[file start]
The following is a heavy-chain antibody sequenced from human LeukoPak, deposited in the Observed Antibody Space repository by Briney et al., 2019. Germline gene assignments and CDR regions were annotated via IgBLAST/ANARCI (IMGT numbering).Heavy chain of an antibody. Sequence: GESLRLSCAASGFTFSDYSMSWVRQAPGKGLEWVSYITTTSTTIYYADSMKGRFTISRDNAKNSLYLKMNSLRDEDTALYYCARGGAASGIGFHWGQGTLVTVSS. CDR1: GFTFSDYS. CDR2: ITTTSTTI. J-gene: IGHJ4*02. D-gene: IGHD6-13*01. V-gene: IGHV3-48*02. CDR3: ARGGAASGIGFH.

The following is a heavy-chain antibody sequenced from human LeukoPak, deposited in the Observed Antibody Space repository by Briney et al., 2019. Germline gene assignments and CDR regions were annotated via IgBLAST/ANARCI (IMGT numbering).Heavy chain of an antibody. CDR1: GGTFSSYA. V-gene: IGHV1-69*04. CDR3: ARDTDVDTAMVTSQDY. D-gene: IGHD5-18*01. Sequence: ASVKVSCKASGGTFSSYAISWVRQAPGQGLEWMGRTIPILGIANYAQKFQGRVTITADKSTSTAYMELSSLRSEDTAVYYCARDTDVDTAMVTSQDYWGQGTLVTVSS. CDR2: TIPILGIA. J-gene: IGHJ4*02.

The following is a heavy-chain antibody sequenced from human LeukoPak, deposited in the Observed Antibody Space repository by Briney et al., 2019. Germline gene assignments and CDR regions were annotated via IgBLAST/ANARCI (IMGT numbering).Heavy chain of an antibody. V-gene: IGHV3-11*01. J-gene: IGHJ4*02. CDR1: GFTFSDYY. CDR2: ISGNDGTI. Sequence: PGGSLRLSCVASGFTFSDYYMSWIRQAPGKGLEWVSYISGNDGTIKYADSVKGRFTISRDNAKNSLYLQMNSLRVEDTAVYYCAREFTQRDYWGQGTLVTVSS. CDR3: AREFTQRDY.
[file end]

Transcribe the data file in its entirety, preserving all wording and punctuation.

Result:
The following is a heavy-chain antibody sequenced from human LeukoPak, deposited in the Observed Antibody Space repository by Briney et al., 2019. Germline gene assignments and CDR regions were annotated via IgBLAST/ANARCI (IMGT numbering).Heavy chain of an antibody. Sequence: GESLRLSCAASGFTFSDYSMSWVRQAPGKGLEWVSYITTTSTTIYYADSMKGRFTISRDNAKNSLYLKMNSLRDEDTALYYCARGGAASGIGFHWGQGTLVTVSS. CDR1: GFTFSDYS. CDR2: ITTTSTTI. J-gene: IGHJ4*02. D-gene: IGHD6-13*01. V-gene: IGHV3-48*02. CDR3: ARGGAASGIGFH.

The following is a heavy-chain antibody sequenced from human LeukoPak, deposited in the Observed Antibody Space repository by Briney et al., 2019. Germline gene assignments and CDR regions were annotated via IgBLAST/ANARCI (IMGT numbering).Heavy chain of an antibody. CDR1: GGTFSSYA. V-gene: IGHV1-69*04. CDR3: ARDTDVDTAMVTSQDY. D-gene: IGHD5-18*01. Sequence: ASVKVSCKASGGTFSSYAISWVRQAPGQGLEWMGRTIPILGIANYAQKFQGRVTITADKSTSTAYMELSSLRSEDTAVYYCARDTDVDTAMVTSQDYWGQGTLVTVSS. CDR2: TIPILGIA. J-gene: IGHJ4*02.

The following is a heavy-chain antibody sequenced from human LeukoPak, deposited in the Observed Antibody Space repository by Briney et al., 2019. Germline gene assignments and CDR regions were annotated via IgBLAST/ANARCI (IMGT numbering).Heavy chain of an antibody. V-gene: IGHV3-11*01. J-gene: IGHJ4*02. CDR1: GFTFSDYY. CDR2: ISGNDGTI. Sequence: PGGSLRLSCVASGFTFSDYYMSWIRQAPGKGLEWVSYISGNDGTIKYADSVKGRFTISRDNAKNSLYLQMNSLRVEDTAVYYCAREFTQRDYWGQGTLVTVSS. CDR3: AREFTQRDY.